What does your lifestyle reveal about the depth of your devotion to Christ—can others see it clearly in your conversation, character, and conduct? And if you ever feel disappointed that your love for Christ seems small, open the Word of God and obey whatever He says. He will abide with you and disclose Himself, thereby increasing your capacity to love and know Him more.
How sweet are your words to my taste, sweeter than honey to my mouth! (Psalm 119:103)
Never reduce Christianity to a matter of demands and resolutions and willpower. It is a matter of what we love, what we delight in, what tastes good to us.
When Jesus came into the world, humanity was split according to what they loved. “The light has come into the world, and people loved the darkness rather than the light” (John 3:19). The righteous and the wicked are separated by what they delight in — the revelation of God in Jesus, or the way of the world.
So someone may ask: How can I come to delight in the word of God? My answer is twofold:
1) pray for new tastebuds on the tongue of your heart;
2) meditate on the staggering promises of God to his people.
The same psalmist who said, “How sweet are your words to my taste” (Psalm 119:103), said earlier, “Open my eyes, that I may behold wondrous things out of your law” (Psalm 119:18). He prayed this, because to have spiritual eyes to see glory, or to have holy tastebuds on the tongue of the heart, is a gift of God. No one naturally hungers for, and delights in, God and his wisdom.
But when you have prayed, indeed while you pray, meditate on the benefits God promises to his people and on the joy of having Almighty God as your helper now and forever. Psalm 1:3–4 says that the person who meditates on God’s word “is like a tree planted by streams of water that yields its fruit in its season, and its leaf does not wither. In all that he does, he prospers. The wicked are not so, but are like chaff that the wind drives away.”
Who would not delight to read a book, the reading of which would change one from useless chaff to a mighty cedar of Lebanon, from a Texas dust bowl to a Hawaiian orchard? Nobody deep down wants to be chaff — rootless, weightless, useless. All of us want to draw strength from some deep river of reality and become fruitful, useful people.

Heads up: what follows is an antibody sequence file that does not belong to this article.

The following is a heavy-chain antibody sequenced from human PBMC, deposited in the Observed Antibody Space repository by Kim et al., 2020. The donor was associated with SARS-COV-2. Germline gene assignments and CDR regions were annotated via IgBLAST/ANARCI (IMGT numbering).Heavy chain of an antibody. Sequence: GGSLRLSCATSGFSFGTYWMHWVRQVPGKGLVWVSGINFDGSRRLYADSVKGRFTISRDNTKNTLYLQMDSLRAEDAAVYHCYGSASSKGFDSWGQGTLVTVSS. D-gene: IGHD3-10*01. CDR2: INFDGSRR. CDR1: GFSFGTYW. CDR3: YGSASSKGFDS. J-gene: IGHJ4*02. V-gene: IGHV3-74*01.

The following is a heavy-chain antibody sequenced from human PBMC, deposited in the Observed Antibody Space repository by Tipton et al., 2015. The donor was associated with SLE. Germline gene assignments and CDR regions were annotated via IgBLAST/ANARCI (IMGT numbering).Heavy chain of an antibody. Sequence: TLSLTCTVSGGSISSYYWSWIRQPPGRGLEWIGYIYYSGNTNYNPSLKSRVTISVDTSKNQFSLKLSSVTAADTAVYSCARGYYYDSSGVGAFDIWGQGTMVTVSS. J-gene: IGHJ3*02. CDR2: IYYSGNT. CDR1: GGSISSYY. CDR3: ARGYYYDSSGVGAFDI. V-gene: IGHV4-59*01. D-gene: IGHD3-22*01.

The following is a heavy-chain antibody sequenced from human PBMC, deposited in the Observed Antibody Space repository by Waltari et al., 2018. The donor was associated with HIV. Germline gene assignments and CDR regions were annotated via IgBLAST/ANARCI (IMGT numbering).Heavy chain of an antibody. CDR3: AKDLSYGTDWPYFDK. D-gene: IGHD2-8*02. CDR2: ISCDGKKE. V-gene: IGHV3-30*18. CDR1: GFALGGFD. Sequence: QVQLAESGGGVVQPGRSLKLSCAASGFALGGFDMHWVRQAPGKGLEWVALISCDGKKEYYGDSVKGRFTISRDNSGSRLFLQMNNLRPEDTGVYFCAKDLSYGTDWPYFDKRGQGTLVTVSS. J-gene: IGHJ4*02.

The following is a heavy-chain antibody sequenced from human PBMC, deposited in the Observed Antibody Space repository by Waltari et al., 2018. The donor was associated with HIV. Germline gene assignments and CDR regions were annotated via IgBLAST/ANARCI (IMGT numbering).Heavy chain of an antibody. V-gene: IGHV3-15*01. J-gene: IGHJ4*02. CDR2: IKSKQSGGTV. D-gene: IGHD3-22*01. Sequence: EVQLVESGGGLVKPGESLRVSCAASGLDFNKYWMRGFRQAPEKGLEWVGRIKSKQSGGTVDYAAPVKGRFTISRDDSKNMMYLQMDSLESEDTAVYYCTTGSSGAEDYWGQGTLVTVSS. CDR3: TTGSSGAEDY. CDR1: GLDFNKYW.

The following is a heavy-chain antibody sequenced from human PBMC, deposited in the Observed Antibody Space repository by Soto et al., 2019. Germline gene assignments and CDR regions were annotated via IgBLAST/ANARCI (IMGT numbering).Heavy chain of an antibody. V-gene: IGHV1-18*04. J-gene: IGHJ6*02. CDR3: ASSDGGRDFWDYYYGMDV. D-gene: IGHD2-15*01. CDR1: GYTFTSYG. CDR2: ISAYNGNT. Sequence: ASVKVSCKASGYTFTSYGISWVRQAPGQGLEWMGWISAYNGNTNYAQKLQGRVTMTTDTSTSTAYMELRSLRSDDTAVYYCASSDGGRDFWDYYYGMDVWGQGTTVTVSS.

That river of reality is the word of God, and all the great saints have been made great by it.
Streams in the Desert – March 19
Times have changed, but life’s hard times haven’t
Many a waiting hour was needful to enrich the harp of David, and many a waiting hour in the wilderness will gather for us a psalm of “thanksgiving, and the voice of melody,” to cheer the hearts of fainting ones here below, and to make glad our Father’s house on high.
What was the preparation of the son of Jesse for the songs like unto which none other have ever sounded on this earth? The outrage of the wicked, which brought forth cries for God’s help. Then the faint hope in God’s goodness blossomed into a song of rejoicing for His mighty deliverances and manifold mercies. Every sorrow was another string to his harp; every deliverance another theme for praise.
One thrill of anguish spared, one blessing unmarked or unprized, one difficulty or danger evaded, how great would have been our loss in that thrilling Psalmody in which God’s people today find the expression of their grief or praise!
To wait for God, and to suffer His will, is to know Him in the fellowship of His sufferings, and to be conformed to the likeness of His Son. So now, if the vessel is to be enlarged for spiritual understanding, be not affrighted at the wider sphere of suffering that awaits you. The Divine capacity of sympathy will have a more extended sphere, for the breathing of the Holy Ghost in the new creation never made a stoic, but left the heart’s affection tender and true.